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Commentary and Analysis Regarding Colorado Law

Cathy Tallerico is a litigator who specializes in representing governmental entities such as school districts and special districts. She works closely with boards and executives on a wide variety of legal matters including policy development, employment matters, workplace investigations, open records and public meetings laws, education and...

Cathy Tallerico is a litigator who specializes in representing governmental entities such as school districts and special districts. She works closely with boards and executives on a wide variety of legal matters including policy development, employment matters, workplace investigations, open records and public meetings laws, education and student issues, constitutional issues, election matters, wage and hour issues and other matters which arise in day-to-day operations.

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Employment Trends Now

Catherine Tallerico

As we move into the second quarter of 2018, a few workplace trends to watch for are below:

1) Sexual Harassment.  The #MeToo movement demonstrates that workplace harassment remains a persistent problem.  Thirty-six percent of all Colorado charges filed with the Equal Employment Opportunity Commissions (EEOC) last year related to sexual harassment. Workplace harassment affects all workers and causes a drag on performance.  It’s time to take a hard look at sexual harassment policies, complaint and investigation procedures, and training programs. Best practices to ensure a safe and productive workplace include:

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TICK-TOCK


TIME FOR EMPLOYER’S TO REVIEW “USE IT OR LOSE IT” VACATION POLICIES

Submitted by Catherine Tallerico.

On January 1, 2015, a new Colorado Wage Protection Act (“Act”) went into effect, expanding wage claims under the Colorado Wage Act.  The Act gives the Colorado Department of Labor & Employment, Division of Labor (DOL) new enforcement authority to adjudicate complaints for unpaid wages, including earned vacation time.  The DOL’s authority to adjudicate vacation pay claims arises from the Wage Act’s definition of “wages” to include “vacation pay earned in accordance with the terms of an agreement.” Additionally, “if an employer provides paid vacation for an employee, the employer shall pay upon separation from employment all vacation pay earned and determinable in accordance with the terms of any agreement between the employer and the employee.” Colo. Rev. Stat. § 8-4-101.

Last summer, the DOL made statements indicating an intent to find “use it or lose it” vacation policies in violation of the Act.  Such statement would have constituted a change in the DOL’s prior position in which it had permitted such policies so long as the risk of forfeiture was clearly set forth in an agreement.

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Pregnancy and the Americans with Disabilities Act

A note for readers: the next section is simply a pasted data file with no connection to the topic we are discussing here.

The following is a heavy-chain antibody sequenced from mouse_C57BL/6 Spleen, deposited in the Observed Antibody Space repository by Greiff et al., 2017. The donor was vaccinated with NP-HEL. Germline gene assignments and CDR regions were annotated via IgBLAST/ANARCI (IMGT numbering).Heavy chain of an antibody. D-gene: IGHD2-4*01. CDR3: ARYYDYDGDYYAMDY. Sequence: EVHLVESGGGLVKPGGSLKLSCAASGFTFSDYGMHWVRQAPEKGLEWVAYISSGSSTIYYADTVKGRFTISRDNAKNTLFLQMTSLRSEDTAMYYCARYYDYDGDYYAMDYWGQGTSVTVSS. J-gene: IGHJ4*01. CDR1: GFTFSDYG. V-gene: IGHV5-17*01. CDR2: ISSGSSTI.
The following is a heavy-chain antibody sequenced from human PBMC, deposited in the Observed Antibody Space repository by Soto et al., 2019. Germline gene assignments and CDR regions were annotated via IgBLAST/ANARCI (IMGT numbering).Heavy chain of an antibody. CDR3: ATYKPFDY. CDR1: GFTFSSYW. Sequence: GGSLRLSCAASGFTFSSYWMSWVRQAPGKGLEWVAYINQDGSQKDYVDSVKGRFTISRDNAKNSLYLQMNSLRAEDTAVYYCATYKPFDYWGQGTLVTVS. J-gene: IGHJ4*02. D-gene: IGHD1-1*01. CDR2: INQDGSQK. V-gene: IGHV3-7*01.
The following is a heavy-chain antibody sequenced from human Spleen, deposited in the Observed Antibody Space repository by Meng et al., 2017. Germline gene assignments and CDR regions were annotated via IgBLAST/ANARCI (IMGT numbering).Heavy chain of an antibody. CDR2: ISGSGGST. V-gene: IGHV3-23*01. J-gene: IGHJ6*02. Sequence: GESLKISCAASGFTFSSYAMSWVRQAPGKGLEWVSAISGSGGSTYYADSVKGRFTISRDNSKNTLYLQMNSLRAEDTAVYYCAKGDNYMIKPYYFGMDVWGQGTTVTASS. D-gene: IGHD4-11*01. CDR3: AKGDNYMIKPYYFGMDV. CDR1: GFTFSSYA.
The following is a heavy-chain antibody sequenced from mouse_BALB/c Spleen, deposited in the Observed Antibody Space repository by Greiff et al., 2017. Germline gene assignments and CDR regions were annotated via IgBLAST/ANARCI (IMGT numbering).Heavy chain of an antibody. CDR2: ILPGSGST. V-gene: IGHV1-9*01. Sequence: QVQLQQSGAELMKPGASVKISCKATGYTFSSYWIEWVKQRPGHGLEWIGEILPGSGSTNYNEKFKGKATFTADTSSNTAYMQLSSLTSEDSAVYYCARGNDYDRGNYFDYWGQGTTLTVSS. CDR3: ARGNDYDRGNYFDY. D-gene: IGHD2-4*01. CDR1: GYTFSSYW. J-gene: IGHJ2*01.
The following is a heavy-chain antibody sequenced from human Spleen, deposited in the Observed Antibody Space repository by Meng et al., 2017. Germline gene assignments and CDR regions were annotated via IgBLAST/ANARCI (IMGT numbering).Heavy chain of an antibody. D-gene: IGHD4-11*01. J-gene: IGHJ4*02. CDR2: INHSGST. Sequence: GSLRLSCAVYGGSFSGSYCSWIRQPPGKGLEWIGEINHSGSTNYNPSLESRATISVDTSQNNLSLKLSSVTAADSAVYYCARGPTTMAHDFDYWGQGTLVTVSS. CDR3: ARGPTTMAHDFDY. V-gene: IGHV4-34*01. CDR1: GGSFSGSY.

Submitted by Catherine Tallerico.
The Pregnancy Discrimination Act (PDA) requires that a covered employer treat women affected by pregnancy, childbirth or related medical conditions the same as other applicants or employees who are similarly situated in their ability or inability to work.  The PDA covers all aspects of employment, including hiring, firing, promotions and fringe benefits.  Pregnant workers are protected from discrimination based on current pregnancy, past pregnancy and potential pregnancy.

The United States Supreme Court decided the Young v. UPS case in March 2015.  UPS had a light duty policy which only applied to those injured on the job or those suffering from a disability as defined by the Americans with Disabilities Act.  A pregnant woman who had lifting restrictions due to her pregnancy was therefore not entitled to light duty work.  The Court held that UPS’s practice could be discriminatory in that it failed to provide light duty to the pregnant employee even though other workers who were similar in their ability or inability to work were permitted light duty work.  The Court sent the case back to a lower court for trial.

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Top Ten Legal Issues with Social Media


In a world where we are permanently connected to our “devices” and frequent “status” updates are the norm, special districts often struggle to define the appropriate role social media can play in their organizations.  Issues such as ensuring that employees are posting appropriate material, maintaining consistent messaging, addressing vulgar, offensive or harassing comments, protecting private information and using social media to provide better services to the public can overwhelm a special district.

At this year’s SDA Conference, on Friday, September 12, 2014 at 10:15 am in Torreys Peak II, Catherine Tallerico will discuss these topics and many others.  Catherine’s discussion will present the Top Ten Legal Issues with Social Media.  This enlightening session will explore the potential legal issues that may arise as social media is integrated into special districts.  Catherine will provide recommendations on the best policies and procedures districts can implement to maximize the benefits and avoid the unwanted pitfalls of social media.

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Serving The Entire State Of Colorado
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Longmont Office

515 Kimbark Street, Second Floor
Longmont, CO 80502
Phone: 303-776-9900 
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363 Centennial Parkway, Suite 110
Louisville, CO 80027
Phone: 720-726-3670 
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748 Whalers Way, Suite # 240A
Fort Collins, CO 80525
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